Indeed, soon after the WPP's peace platform -- and despite being blindsided by the decision of their European counterparts to back their respective governments in war -- the Socialists followed up with their own proposal. Penned primarily by moderate Morris Hillquit, the Socialist peace "manifesto," like the WPP plan, advocated self-determination for all peoples, open diplomacy, disarmament, "political and industrial democracy," and a "congress of neutral nations" to mediate the end of the conflict. As Knock notes, other than a call for a ban on indemnities (reparations), the Socialist proposal "presented few stark contrasts with that of America's foremost 'bourgeois pacifist' organizations (in which, it should be mentioned, many individual Socialist party members held leadership positions.)" Nevertheless, it too was presented to Wilson in person, and once again the president seemed to review it favorably. (Hillquit later reported to the Socialist newspaper Appeal to Reason of Wilson that "his sympathies were entirely with us."6)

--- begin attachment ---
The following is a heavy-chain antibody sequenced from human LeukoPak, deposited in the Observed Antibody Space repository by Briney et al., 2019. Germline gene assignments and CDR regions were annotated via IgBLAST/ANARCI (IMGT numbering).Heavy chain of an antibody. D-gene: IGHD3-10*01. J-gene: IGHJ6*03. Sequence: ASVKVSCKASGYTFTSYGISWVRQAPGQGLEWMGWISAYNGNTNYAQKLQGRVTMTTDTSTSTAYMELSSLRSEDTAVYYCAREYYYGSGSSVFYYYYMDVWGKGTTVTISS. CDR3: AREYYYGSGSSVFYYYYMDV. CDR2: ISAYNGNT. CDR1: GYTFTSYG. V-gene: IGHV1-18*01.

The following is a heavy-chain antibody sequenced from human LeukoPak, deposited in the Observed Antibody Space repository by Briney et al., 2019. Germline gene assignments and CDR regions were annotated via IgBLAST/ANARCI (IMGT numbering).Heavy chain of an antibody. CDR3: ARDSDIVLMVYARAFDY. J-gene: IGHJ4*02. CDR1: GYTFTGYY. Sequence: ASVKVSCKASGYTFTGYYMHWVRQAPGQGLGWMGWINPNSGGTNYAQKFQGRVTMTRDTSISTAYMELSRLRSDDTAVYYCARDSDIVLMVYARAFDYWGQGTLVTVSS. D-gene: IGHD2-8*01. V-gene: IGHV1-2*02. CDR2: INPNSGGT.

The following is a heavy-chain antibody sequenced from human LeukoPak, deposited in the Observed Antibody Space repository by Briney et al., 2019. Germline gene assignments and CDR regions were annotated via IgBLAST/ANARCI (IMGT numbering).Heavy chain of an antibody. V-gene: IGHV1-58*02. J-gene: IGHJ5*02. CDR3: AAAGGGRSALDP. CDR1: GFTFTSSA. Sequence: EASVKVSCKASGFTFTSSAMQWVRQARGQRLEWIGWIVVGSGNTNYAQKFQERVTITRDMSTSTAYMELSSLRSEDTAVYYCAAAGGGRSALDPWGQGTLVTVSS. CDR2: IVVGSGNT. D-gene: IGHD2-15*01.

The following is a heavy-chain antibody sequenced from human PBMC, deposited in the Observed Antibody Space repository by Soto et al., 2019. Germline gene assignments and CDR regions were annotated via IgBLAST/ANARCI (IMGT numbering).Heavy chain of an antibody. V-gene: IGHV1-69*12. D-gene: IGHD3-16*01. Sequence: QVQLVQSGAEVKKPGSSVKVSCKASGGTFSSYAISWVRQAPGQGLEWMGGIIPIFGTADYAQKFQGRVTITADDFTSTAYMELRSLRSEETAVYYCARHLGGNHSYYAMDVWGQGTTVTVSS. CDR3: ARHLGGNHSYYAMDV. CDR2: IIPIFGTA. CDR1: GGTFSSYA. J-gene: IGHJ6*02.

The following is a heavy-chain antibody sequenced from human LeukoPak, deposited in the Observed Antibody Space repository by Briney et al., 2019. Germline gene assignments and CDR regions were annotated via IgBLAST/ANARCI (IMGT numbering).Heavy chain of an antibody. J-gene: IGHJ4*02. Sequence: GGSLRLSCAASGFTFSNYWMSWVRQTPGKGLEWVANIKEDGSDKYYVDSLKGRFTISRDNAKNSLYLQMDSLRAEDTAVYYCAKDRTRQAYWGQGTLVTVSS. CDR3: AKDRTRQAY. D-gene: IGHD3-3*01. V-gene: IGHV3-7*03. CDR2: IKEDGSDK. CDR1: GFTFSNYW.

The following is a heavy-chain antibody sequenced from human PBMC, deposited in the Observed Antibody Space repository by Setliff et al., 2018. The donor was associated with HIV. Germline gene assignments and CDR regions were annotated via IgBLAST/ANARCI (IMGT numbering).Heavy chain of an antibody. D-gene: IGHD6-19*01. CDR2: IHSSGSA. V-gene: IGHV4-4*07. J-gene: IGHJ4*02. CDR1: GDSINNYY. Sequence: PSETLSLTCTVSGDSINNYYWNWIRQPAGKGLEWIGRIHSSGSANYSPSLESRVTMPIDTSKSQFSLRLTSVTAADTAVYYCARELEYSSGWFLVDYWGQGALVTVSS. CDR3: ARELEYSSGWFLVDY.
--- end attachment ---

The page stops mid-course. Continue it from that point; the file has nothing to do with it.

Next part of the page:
Yet, if Wilson seemed generally inclined toward the internationalist bent of the progressives and socialists, he also took heed of the suggestions of the "conservative internationalists," who came to advocate a very different type of League than their rivals on the left. The conservatives, who included among their number former Secretary of State Elihu Root, college presidents Nicholas Murray Butler (Columbia) and Abbot Lawrence Lowell (Harvard), the Carnegie Endowment for International Peace, and former president William Howard Taft, rested their faith not in international movements but in international law and arbitration.